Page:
Recently I have been reading the book Diffusion of Innovation written by Everett Rogers. The book is not new and is the foundation to Geoffery Moores Crossing the Chasm (which I liked allot) as well as the Technology Application Lifecycle. In reading this book, I am struck by the universal forces at work when it relates to adoption new ideas. I find this particularly valuable when considering innovations surrounding social media and the constant barrage of new tools and services we as users experience.
According to Rogers,
Many technologies think that advantageous innovations will sell themselves, that the obvious benefits of a new idea will be widely realized by potential adopters, and that the innovation will therefor diffuse rapidly. Unfortunately this is seldom the case. Most innovations in fact diffuse at a surprisingly slow rate - Diffusion of Innovation p 15.
The book looks at innovation adoption from an anthropological approach. He suggests that innovations spread is based on psychology and sociology rather then the intrinsic values of the innovation itself. Technology prowess plays a much smaller roll in innovation diffusion then we may think.
Rogers identifies 5 factors that define how quickly innovations spread.
1. Relative Advantage: What value does the new thing have in comparison to the old solution. This the perceived value of the innovation based on the potential customer. This is not the perception of the inventor but of the consumer. Perceived advantage is often based on psychology, economics, prestige and fashion.
2. Compatibility: How much effort is required to transition from the current situation to the innovation. If the cost of transition is greater then the percieved advantage few will try the innovation. Put in another term, the switching cost is greater then the advantage.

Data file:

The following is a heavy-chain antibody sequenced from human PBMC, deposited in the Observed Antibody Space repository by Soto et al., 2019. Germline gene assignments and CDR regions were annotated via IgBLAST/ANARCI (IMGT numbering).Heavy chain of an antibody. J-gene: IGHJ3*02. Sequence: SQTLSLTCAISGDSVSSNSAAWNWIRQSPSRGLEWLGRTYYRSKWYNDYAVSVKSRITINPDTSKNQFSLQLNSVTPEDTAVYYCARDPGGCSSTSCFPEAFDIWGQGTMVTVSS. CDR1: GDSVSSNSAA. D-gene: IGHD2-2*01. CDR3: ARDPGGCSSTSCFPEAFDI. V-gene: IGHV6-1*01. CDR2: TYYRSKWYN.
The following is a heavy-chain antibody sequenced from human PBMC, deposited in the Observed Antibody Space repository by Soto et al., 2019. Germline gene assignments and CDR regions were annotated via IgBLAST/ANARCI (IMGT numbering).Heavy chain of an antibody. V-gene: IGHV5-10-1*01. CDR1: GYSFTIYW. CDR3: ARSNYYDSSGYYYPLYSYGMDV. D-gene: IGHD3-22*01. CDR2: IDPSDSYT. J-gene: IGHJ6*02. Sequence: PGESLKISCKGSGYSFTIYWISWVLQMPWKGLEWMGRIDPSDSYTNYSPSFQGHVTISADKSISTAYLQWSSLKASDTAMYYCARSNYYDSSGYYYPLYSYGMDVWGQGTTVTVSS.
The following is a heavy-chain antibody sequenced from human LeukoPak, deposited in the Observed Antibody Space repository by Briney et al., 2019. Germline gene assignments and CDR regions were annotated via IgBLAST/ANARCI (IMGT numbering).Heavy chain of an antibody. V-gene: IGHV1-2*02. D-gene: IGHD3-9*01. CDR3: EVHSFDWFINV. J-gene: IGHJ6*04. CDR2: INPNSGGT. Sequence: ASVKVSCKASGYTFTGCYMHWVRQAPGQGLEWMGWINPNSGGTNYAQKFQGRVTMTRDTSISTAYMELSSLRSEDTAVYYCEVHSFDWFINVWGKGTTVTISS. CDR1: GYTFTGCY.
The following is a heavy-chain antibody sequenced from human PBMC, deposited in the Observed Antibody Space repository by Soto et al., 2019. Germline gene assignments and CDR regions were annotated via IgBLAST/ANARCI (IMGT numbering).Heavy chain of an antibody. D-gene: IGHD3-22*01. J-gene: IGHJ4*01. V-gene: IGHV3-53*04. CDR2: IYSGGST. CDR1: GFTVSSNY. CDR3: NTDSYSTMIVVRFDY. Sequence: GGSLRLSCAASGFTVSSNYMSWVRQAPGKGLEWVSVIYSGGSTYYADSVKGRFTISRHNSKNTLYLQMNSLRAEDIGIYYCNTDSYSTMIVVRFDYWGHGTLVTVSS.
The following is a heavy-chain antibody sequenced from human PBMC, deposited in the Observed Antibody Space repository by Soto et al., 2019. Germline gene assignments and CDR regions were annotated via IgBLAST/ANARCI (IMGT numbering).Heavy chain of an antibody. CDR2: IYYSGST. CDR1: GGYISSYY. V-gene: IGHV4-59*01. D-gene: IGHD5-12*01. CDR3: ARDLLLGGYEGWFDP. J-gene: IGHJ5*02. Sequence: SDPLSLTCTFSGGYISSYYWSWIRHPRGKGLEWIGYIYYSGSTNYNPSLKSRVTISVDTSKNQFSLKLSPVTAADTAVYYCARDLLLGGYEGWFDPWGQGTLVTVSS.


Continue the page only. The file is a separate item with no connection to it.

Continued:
3. Complexity: How much learning is required to apply to understanding the new innovation. Imagine if a modern solar powered smart phone was dropped into 9th century England. I can say that the adoption would be 0% as the jump in complexity is too great and lead to fear.
4. Trialability: How easy is it to try the innovation ? Teabags were first used so people could try differnt sorts of teas without buying a large tin. This substantially improved the trialability of brewed tea. (Joel Levy)
5. Observability: How visible are the results of the innovation ? The more visible the faster the rate of adoption. This is especially true of adoption within social groups. Many technologies that have limited observability
This list is a scorecard for learning from past innovations as well as a guide to improving diffusing of innovation today. The key is to integrate these factors into the innovations from the start instead of pasting them on technology at the end.
Innovations are good only if people can use them.